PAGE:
Now I have officially joined the Elderly (that is, I am now a geezer) and am forced to carry a Medicare card, I wonder what I should do to help my fellow Baby Boomers. We are told by all responsible economists that Medicare is in trouble, that costs are rapidly outstripping income. There appears to be no solution to the problem. Each year politicians croak about eliminating “fraud, waste and abuse” but it never happens. If Medicare taxes are raised to cover the rising cost of elderly health care, the burden becomes oppressive and reduces prosperity. As we grow older, more of us fall victim to Alzheimer’s and other dementias, and we become huge consumers of health care dollars. What should be done?

One small possible solution is HSAs, Health Savings Accounts for Medicare recipients. We who are forced into Medicare and have relatively good health might be better off with a high deductible insurance plan. We could roll the unused monies in the HSA over from year to year and accumulate quite a nice nest egg, a savings account we could use down the road when our needs are greater.

Do HSAs reduce medical costs? While there are many economists that compile lists of reasons why we should not see medical costs go down, those are theoretical issues. In theory, someone told me, there is no difference between practice and theory. But in practice, there is. So while some say HSAs won’t help, they really do. The reason is very simple. If doctors can be paid in full through an HSA card, there is an incentive to offer lower cost services. And there is the dilemma. There is no downward pressure on prices since most plans insulate the patient against the actual cost.

A friend told me of a health fair his hospital offered. A proctologist was offering free digital rectal exams (DREs) to check men for prostate cancer. An older gentleman was told his DRE was clean and there was no sign of cancer. The patient was happy, and the doctor asked, “How long has it been since your last DRE?” Six weeks, said the patient. The doctor was dumbfounded, and asked the patient why he had come in for another one so soon?

“Well, it was free,” was the reply.

Free care gets used. But no care is free. TANSTAAFL, said Robert Heinlein, in The Moon is a Harsh Mistress. “There ain’t no such thing as a free lunch.” The patient abusing the “free exams” wasted valuable time and resources. He took away time that could have been spent on another more appropriate patient. When you make anything free, whether it is a screening or emergency room care, it gets used more and with less thought.

But if I have an HSA, pay for my own medical care, and can roll the excess money over each year, I have an incentive to shop. In fact, HSAs could easily include a small educational component where patients learn how to shop, ask about fees, and negotiate. “It’s your money,” should be the motto, “take good care of it!”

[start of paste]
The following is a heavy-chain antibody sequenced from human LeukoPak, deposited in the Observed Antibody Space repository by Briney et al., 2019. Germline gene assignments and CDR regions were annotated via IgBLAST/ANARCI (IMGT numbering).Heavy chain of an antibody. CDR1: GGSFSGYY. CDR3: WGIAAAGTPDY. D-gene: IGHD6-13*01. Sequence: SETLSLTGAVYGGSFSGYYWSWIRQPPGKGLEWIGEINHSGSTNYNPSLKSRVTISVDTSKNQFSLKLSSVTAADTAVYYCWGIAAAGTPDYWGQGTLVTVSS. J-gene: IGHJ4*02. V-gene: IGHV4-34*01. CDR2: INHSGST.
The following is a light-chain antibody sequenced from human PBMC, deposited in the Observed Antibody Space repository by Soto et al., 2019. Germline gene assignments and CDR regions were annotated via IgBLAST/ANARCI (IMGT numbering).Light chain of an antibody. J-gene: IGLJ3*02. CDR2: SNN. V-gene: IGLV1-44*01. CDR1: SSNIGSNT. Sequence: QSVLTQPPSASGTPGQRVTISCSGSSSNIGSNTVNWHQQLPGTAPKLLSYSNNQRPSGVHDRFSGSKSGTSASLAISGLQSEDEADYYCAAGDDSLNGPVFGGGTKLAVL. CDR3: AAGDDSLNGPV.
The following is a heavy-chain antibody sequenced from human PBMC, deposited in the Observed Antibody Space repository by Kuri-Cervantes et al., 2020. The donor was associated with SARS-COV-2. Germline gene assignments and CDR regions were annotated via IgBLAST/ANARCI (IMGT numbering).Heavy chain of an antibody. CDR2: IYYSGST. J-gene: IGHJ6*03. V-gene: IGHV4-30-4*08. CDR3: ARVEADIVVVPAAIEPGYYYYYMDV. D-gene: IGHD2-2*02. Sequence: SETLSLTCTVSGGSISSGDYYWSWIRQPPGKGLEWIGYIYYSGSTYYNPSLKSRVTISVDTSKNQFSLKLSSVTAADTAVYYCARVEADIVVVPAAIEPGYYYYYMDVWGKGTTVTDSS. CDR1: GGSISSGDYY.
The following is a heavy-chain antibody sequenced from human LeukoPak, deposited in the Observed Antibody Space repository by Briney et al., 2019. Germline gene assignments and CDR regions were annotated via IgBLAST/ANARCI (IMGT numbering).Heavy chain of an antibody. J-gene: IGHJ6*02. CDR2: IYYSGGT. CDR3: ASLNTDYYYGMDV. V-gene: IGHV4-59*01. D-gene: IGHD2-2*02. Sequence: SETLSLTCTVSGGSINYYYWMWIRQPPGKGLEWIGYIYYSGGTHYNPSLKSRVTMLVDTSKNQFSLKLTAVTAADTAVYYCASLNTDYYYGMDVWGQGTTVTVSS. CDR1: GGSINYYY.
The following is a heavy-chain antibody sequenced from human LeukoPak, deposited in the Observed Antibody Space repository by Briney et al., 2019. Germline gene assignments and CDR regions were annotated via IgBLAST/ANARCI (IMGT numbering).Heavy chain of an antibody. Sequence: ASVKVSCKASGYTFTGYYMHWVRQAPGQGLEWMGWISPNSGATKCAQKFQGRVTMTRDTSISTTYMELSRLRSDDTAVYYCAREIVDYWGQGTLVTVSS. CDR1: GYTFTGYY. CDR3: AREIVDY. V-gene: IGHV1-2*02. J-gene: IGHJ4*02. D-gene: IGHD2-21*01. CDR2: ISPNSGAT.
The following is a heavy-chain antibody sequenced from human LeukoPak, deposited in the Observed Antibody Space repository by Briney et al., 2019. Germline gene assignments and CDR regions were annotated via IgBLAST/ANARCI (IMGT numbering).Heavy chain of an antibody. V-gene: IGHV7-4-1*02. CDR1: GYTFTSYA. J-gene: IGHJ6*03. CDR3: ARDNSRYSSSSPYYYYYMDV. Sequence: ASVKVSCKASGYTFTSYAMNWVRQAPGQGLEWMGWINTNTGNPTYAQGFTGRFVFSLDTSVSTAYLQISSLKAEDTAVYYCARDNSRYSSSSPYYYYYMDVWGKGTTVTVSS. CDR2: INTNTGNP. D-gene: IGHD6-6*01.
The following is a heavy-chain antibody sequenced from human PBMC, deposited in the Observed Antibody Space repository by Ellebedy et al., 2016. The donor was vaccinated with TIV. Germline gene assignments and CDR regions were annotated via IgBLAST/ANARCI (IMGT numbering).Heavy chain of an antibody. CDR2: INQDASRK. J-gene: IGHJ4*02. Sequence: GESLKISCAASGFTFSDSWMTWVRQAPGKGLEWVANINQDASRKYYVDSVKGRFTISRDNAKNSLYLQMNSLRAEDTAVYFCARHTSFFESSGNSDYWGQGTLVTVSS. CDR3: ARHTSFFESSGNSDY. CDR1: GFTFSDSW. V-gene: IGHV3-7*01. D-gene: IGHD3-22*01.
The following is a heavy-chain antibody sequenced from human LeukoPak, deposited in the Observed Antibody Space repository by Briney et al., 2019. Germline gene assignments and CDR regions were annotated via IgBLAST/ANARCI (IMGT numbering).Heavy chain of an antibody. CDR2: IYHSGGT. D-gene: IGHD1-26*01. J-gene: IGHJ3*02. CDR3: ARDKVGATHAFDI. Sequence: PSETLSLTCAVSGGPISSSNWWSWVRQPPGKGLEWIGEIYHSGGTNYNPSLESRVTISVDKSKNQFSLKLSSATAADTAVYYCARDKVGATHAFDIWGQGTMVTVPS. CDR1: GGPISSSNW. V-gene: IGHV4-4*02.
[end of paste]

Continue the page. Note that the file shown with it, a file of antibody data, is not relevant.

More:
Doubters will cry that our older people are not able to fund an HSA. First, that is not at all true. Citizens over the age of 65 have a good deal of disposable income. We are actually better off than those in their thirties and forties and fifties who are funding our retirements. (Social security is a Ponzi scheme, since all the taxes I paid into it are long since spent on bridges to nowhere and other boondoggles.) So we often could afford it.

What about those who can’t? A solution to that would be for Social Security to fund 75% of the HSA the first year, and decrease that percent each year by 15% until by the fifth year, we geezers are funding it all by ourselves. Suppose you changed the plan so I could enroll in a high-deductible plan plus an HSA. I would be responsible for all my medical expenses up to $3,000. The Feds would give me $2250 and I would put in $750. That gives me $3,000 to pay my deductible, and suppose I don’t use it all. Suppose I take good care of myself, only use $1,000 in the first year? I now have $2,000 to roll over. I pay in $1,200, the Feds give their incentive of $1,800, and I now have $5,000 in my HSA. Each year my HSA would grow, and I would pay a greater portion until after five years, I am paying the whole $3,000.

An option might be that if I raise my deductible, my insurance should cost less that year. Suppose the Feds and I split the savings? That would further incentivize me to assume more and more responsibility for my own health care.

Government isn’t necessarily the problem, and it usually isn’t the solution. But using good design in government entitlements can nudge old geezers like me toward more self-care and wiser use of resources.